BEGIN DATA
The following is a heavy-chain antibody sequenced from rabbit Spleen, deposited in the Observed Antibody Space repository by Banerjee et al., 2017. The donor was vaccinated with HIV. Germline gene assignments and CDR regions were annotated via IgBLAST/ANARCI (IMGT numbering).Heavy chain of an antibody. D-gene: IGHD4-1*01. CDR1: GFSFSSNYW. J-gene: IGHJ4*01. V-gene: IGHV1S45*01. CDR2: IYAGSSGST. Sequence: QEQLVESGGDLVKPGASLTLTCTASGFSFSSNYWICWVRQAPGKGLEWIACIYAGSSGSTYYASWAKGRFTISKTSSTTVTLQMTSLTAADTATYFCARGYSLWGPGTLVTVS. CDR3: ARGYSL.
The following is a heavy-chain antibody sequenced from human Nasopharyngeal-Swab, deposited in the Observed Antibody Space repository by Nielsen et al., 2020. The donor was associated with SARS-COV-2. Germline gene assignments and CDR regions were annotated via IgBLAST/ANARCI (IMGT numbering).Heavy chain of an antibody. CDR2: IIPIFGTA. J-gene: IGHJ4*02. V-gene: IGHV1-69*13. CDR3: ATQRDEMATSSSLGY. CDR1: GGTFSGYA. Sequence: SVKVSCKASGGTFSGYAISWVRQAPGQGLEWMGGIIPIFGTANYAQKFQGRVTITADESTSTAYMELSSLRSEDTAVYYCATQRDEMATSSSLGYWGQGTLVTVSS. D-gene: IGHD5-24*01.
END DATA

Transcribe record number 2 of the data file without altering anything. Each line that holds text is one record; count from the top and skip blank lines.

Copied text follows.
The following is a heavy-chain antibody sequenced from human Nasopharyngeal-Swab, deposited in the Observed Antibody Space repository by Nielsen et al., 2020. The donor was associated with SARS-COV-2. Germline gene assignments and CDR regions were annotated via IgBLAST/ANARCI (IMGT numbering).Heavy chain of an antibody. CDR2: IIPIFGTA. J-gene: IGHJ4*02. V-gene: IGHV1-69*13. CDR3: ATQRDEMATSSSLGY. CDR1: GGTFSGYA. Sequence: SVKVSCKASGGTFSGYAISWVRQAPGQGLEWMGGIIPIFGTANYAQKFQGRVTITADESTSTAYMELSSLRSEDTAVYYCATQRDEMATSSSLGYWGQGTLVTVSS. D-gene: IGHD5-24*01.